2Hemicellulose is any of a class of substances which occur as constituents of the cell walls of plants and are polysaccharides of simpler structure than cellulose.

3RAL is a European color-matching system that defines colors for paint, coatings, and plastics. The RAL color standard is administrated by the RAL Deutsches Institut für Gütesicherung und Kennzeichnung. RAL is the abbreviation of Reichs-Ausschuß für Lieferbedingungen und Gütesicherung. This name can be translated in English as National Commission for Delivery Terms and Quality Assurance.

4A bituminous setting bed is basically a sheet mix of asphalt, screeded by hand similar to how a sand setting bed is screeded. The bituminous setting bed is more expensive than sand set pavers, but it provides more longevity in vehicular applications.


Skyco Shading Systems, Inc. Bison Innovative Products
Endicott Clay Products Thermory USA
Pioneer Landscape Centers
[ Page 5 of 5 ]       
Originally published in Architectural Record
Originally published in September 2020


Landscape Architecture: Creating Exterior Spaces
Buyer's Guide
Rooftop Deck Systems
Manufactured in the United States with 20 percent post-industrial recycled materials, Bison Pedestals create level decks over sloped surfaces. Bison Pedestals elevate and support wood tiles, pavers, site furnishings, and a variety of other surfaces. Bison Wood Tiles are commercial grade, constructed from sustainably harvested hardwoods, and available in standard and FSC-certified options.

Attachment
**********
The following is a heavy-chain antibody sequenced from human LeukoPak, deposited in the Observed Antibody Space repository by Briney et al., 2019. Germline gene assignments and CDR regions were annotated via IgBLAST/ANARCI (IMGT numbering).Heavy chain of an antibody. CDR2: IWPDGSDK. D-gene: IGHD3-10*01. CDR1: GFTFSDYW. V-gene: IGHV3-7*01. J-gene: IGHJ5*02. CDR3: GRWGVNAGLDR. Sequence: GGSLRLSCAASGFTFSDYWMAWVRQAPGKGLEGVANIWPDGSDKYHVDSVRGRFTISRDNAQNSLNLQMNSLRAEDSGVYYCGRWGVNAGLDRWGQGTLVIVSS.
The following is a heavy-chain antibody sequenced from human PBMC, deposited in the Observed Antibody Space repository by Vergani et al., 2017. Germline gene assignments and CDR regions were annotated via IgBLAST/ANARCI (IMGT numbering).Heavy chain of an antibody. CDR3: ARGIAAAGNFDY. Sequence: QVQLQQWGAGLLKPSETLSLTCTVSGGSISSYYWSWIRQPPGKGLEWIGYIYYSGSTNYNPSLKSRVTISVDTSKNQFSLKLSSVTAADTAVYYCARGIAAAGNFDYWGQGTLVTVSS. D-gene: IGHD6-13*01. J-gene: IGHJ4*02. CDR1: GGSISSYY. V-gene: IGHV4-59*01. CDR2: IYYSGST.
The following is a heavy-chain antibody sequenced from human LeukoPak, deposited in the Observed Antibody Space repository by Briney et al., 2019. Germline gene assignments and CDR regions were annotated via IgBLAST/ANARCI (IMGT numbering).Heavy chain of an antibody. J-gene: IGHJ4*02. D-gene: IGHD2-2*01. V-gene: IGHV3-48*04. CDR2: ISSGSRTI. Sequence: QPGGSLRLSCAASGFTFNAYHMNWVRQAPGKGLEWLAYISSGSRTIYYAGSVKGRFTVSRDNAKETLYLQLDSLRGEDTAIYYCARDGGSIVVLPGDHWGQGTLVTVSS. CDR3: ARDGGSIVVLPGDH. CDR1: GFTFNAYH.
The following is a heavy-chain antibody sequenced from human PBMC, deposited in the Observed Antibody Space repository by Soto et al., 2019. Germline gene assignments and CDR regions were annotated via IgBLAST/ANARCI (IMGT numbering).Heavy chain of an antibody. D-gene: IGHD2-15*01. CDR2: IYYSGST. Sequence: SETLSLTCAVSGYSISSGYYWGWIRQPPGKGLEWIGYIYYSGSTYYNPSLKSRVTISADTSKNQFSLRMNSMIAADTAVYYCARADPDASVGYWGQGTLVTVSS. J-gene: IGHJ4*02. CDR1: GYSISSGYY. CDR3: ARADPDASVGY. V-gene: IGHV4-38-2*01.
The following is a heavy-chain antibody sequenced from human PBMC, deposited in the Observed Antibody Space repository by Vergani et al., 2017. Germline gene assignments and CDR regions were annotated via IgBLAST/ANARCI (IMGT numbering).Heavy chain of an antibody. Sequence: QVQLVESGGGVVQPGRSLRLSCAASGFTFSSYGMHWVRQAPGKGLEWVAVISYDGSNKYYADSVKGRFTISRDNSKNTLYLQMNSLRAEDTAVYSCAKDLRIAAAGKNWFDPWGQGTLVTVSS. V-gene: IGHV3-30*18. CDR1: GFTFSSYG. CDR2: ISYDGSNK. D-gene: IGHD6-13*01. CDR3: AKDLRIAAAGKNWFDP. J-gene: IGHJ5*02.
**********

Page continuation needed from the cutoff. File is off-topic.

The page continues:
Bison Innovative Products
Clay Pavers
Formed from iron-rich clays, Endicott pavers feature extraordinary colors, beautiful sheen, compelling textures, and varied sizes, adding richness to every space. Capture design intent with the consistency and sophistication of clay products from Endicott.
Endicott Clay Products Company
Exclusive Arizona Brown Decorative Rock
Arizona Brown is the newest addition to the Pioneer decorative rock, rip rap, and boulder collections, and it is sure to be the go-to material for projects throughout Arizona. Mined in the heart of Yavapai County, Arizona Brown brings to mind the spirit of the Southwest.
Pioneer Landscape Centers
Camargue Louver Structure
The Camargue structure by Skyco can shield you from sun, wind, rain, and flying pests, essentially making the outdoors as comfortable as can be. The operable louvered roof can open for air or sun but also gutter away any rainfall, keeping occupants and furniture dry.
Skyco Shading Systems
Benchmark White Ash
Benchmark White Ash is the natural result of Thermory’s modification process. Each board is thermally modified using heat and steam, resulting in enhanced rot resistance, a high degree of dimensional stability, and a deep rich color. Benchmark White Ash is an ideal alternative to tropical woods in performance and appearance.
Thermory USA